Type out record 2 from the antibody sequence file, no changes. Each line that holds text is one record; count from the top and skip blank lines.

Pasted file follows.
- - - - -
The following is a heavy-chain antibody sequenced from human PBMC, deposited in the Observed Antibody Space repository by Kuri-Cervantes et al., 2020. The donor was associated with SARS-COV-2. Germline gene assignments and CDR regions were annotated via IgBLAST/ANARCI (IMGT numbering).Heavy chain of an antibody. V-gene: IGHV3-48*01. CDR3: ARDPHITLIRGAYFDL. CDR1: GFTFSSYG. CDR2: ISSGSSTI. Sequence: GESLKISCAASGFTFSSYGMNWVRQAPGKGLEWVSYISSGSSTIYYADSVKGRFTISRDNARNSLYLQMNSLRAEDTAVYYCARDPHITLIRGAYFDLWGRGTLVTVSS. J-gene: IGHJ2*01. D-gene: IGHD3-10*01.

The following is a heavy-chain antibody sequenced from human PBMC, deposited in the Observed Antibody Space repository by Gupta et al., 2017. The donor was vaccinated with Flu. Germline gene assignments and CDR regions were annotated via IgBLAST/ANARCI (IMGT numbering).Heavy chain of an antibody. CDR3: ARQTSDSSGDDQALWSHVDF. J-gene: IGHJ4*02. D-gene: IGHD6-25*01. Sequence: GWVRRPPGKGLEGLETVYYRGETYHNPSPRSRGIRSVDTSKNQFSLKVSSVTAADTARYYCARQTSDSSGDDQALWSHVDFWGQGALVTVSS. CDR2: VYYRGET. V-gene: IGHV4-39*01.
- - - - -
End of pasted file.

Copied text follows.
The following is a heavy-chain antibody sequenced from human PBMC, deposited in the Observed Antibody Space repository by Gupta et al., 2017. The donor was vaccinated with Flu. Germline gene assignments and CDR regions were annotated via IgBLAST/ANARCI (IMGT numbering).Heavy chain of an antibody. CDR3: ARQTSDSSGDDQALWSHVDF. J-gene: IGHJ4*02. D-gene: IGHD6-25*01. Sequence: GWVRRPPGKGLEGLETVYYRGETYHNPSPRSRGIRSVDTSKNQFSLKVSSVTAADTARYYCARQTSDSSGDDQALWSHVDFWGQGALVTVSS. CDR2: VYYRGET. V-gene: IGHV4-39*01.